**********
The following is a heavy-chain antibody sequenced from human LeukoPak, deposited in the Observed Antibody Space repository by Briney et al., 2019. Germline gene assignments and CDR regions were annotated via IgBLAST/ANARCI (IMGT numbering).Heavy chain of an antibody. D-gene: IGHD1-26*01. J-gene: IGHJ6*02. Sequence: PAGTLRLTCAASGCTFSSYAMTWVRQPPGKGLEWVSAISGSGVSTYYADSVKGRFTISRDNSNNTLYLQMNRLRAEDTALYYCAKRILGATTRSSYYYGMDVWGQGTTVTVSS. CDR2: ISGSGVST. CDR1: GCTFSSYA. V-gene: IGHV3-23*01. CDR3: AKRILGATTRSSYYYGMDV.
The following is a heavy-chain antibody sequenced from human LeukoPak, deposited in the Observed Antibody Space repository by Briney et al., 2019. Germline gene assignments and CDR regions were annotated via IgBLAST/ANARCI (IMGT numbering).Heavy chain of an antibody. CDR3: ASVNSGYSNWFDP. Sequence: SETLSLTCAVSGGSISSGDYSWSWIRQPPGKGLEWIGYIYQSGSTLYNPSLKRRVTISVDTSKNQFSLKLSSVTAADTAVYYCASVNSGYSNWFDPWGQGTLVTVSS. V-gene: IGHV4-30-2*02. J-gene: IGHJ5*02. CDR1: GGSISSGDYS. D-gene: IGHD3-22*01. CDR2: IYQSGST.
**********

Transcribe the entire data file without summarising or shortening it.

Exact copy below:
The following is a heavy-chain antibody sequenced from human LeukoPak, deposited in the Observed Antibody Space repository by Briney et al., 2019. Germline gene assignments and CDR regions were annotated via IgBLAST/ANARCI (IMGT numbering).Heavy chain of an antibody. D-gene: IGHD1-26*01. J-gene: IGHJ6*02. Sequence: PAGTLRLTCAASGCTFSSYAMTWVRQPPGKGLEWVSAISGSGVSTYYADSVKGRFTISRDNSNNTLYLQMNRLRAEDTALYYCAKRILGATTRSSYYYGMDVWGQGTTVTVSS. CDR2: ISGSGVST. CDR1: GCTFSSYA. V-gene: IGHV3-23*01. CDR3: AKRILGATTRSSYYYGMDV.
The following is a heavy-chain antibody sequenced from human LeukoPak, deposited in the Observed Antibody Space repository by Briney et al., 2019. Germline gene assignments and CDR regions were annotated via IgBLAST/ANARCI (IMGT numbering).Heavy chain of an antibody. CDR3: ASVNSGYSNWFDP. Sequence: SETLSLTCAVSGGSISSGDYSWSWIRQPPGKGLEWIGYIYQSGSTLYNPSLKRRVTISVDTSKNQFSLKLSSVTAADTAVYYCASVNSGYSNWFDPWGQGTLVTVSS. V-gene: IGHV4-30-2*02. J-gene: IGHJ5*02. CDR1: GGSISSGDYS. D-gene: IGHD3-22*01. CDR2: IYQSGST.